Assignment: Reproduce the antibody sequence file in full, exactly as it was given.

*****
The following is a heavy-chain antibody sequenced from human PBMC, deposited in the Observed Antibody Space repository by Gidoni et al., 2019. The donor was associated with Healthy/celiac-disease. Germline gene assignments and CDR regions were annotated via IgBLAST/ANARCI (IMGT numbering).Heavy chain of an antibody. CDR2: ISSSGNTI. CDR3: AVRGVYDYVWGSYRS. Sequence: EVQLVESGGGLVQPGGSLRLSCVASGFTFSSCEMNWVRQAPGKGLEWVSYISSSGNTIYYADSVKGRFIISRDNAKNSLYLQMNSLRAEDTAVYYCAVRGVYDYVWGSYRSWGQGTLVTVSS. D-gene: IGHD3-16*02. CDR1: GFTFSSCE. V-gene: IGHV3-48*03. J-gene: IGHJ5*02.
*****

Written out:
The following is a heavy-chain antibody sequenced from human PBMC, deposited in the Observed Antibody Space repository by Gidoni et al., 2019. The donor was associated with Healthy/celiac-disease. Germline gene assignments and CDR regions were annotated via IgBLAST/ANARCI (IMGT numbering).Heavy chain of an antibody. CDR2: ISSSGNTI. CDR3: AVRGVYDYVWGSYRS. Sequence: EVQLVESGGGLVQPGGSLRLSCVASGFTFSSCEMNWVRQAPGKGLEWVSYISSSGNTIYYADSVKGRFIISRDNAKNSLYLQMNSLRAEDTAVYYCAVRGVYDYVWGSYRSWGQGTLVTVSS. D-gene: IGHD3-16*02. CDR1: GFTFSSCE. V-gene: IGHV3-48*03. J-gene: IGHJ5*02.